Formed about 10,000 years ago with the retreat of the Wisconsin glacier that covered most of North America, Lake Champlain started as a cold inland sea. A skeleton of a whale found in Charlotte, Vermont is on display at the University of Vermont in Burlington and serves as proof of it’s ocean origin (or some ancient Native Americans had a great sense of humor). As the ice dam on what is now the St. Lawrence Seaway melted and the ground rose, the ocean water flowed north and was replaced by fresh water melting into the valley.

Once heavily farmed, the shores of Lake Champlain have given way to becoming a popular tourist attraction. It’s relatively close proximity to major US cities like Boston, Providence, Hartford and New York with excellent interstate access makes it a popular summer time and fall retreat. The state of Vermont only enhances this experience with a string of excellent state parks.

If you don’t have your own boat, or if paddling long distances in potentially rough conditions isn’t your idea of a good time your adventure will probably start at Kamp Kill Kare State Park in St. Albans Bay, Vermont. This 17-acre day use park was once a private boys camp and the massive three-story hotel now serves as modern changing facilities and office space for park employees. Picnic tables and cooking grills dot the area throughout the park. The park has two public swimming areas, with the one on the southern shore having a sandy bottom.

It is here where you can catch a ride on the state run Burton Island Ferry. Operated from the week before Memorial Day to Labor Day, the open deck passenger ferry makes six trips a day across Lake Champlain weather permitting. The scenic trip is $2 one-way per person and affords an opportunity to look for Lake Champlain’s elusive resident monster, Champ.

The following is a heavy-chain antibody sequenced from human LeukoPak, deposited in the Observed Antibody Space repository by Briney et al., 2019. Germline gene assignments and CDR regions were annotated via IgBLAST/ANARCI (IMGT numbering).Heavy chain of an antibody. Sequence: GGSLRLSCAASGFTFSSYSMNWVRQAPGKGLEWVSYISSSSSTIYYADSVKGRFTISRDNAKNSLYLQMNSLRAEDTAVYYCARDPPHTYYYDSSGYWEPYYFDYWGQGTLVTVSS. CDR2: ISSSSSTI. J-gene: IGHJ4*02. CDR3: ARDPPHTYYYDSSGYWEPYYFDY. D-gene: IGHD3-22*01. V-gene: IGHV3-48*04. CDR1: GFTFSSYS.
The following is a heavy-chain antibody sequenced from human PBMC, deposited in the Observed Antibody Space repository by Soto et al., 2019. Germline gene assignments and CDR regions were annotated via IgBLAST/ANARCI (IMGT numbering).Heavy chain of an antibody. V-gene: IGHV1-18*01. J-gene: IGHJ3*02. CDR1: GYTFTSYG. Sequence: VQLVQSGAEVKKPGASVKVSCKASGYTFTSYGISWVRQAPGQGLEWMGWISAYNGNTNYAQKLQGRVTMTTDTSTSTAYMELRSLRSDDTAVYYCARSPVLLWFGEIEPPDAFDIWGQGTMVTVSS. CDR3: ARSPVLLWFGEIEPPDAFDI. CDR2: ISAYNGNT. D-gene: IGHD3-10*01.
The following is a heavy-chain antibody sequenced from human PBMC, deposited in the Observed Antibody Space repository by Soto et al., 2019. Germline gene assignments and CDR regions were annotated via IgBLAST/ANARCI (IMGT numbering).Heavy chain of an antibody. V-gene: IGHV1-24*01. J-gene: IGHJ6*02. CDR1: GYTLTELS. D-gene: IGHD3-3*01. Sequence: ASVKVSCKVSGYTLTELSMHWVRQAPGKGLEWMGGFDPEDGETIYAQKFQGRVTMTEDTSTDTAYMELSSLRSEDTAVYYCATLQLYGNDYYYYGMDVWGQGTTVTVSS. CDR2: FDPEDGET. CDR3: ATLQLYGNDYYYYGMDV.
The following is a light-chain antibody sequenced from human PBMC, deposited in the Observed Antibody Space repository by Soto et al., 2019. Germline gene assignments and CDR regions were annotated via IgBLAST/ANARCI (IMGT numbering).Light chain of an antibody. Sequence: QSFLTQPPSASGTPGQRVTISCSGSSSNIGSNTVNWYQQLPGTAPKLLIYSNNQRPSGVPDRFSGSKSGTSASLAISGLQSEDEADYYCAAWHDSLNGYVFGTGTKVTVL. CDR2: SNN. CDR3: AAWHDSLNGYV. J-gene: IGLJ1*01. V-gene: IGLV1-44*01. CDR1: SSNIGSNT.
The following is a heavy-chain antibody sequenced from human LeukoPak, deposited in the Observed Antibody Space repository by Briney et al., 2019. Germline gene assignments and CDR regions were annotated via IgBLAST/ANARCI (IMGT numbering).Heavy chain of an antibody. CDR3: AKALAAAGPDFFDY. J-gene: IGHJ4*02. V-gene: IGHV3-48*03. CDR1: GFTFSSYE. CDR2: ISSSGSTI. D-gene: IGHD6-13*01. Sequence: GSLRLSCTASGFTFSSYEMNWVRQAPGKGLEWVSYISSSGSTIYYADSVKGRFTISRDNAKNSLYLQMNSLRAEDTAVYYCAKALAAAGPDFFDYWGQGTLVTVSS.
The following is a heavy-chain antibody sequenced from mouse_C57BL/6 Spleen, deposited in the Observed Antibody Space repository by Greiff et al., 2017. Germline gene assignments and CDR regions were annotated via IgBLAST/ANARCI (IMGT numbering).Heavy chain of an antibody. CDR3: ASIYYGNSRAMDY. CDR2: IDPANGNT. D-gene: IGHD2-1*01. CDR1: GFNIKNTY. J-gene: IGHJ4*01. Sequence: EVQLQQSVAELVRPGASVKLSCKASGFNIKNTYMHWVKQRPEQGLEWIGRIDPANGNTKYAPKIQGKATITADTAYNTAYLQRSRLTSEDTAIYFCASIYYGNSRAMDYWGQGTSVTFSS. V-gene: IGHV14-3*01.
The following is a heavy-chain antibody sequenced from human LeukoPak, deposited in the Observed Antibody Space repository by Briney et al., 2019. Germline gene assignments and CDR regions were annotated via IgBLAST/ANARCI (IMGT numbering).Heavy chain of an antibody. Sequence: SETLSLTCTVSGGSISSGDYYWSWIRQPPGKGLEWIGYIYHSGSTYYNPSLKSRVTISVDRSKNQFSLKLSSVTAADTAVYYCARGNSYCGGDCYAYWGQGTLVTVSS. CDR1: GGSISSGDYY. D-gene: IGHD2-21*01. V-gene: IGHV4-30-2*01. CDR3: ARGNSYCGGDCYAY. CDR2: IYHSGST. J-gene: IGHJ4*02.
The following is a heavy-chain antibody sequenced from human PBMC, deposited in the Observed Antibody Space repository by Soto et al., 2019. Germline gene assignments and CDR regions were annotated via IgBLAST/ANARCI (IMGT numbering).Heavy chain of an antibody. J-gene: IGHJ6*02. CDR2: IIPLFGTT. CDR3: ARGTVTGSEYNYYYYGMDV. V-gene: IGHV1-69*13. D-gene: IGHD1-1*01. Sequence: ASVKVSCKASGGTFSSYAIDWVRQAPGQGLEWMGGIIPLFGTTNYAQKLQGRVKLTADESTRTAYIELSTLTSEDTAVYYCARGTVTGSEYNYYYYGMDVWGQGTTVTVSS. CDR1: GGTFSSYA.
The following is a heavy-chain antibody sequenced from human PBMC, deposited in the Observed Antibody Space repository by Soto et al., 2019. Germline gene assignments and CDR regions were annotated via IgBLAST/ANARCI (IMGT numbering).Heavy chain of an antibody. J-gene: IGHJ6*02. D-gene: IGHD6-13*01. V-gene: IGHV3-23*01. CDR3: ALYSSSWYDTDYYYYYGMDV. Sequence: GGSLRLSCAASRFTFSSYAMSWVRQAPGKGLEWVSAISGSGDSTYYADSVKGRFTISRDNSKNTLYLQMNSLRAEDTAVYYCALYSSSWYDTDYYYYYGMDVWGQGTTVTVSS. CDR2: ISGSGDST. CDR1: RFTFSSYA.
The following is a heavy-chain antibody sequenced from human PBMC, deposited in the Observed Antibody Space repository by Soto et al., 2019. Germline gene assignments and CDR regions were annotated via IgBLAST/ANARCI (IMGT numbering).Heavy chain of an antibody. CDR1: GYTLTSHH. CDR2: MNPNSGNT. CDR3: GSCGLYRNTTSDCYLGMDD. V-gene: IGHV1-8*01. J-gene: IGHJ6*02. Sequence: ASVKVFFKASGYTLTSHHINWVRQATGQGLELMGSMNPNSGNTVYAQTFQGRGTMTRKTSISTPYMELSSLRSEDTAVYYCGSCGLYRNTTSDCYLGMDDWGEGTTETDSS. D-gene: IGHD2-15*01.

If you own your own boat or plan to paddle your adventure can start at Kamp Kill Kare State Park or North Hero State Park. Located in North Hero on Grand Isle, North Hero State Park is considered by some the crown jewel of the Lake Champlain Island Parks. At 399 acres it is the largest and offers a variety of services and facilities. Ninety-nine spacious, wooded and private campsites, as well as eighteen large Adirondack style lean-tos are available in this park. Picnic areas, hot showers, an unimproved rocky beach and a boat launch make this remote location 13 miles from the Canadian border a great place to start a paddling adventure. Once heavily farmed, the park is a bucolic mixture of hardwoods, evergreens and meadows affording beautiful views of Lake Champlain and the Green Mountains to the east.

Famed around the world for green pastures, rolling hills and quaint villages, no visit to Vermont is complete without seeing massive Lake Champlain. Whether it’s simply a day trip to Burton Island State Park on the ferry, or a backcountry wilderness experience on Woods Island, there is something for everyone on the island parks of Lake Champlain.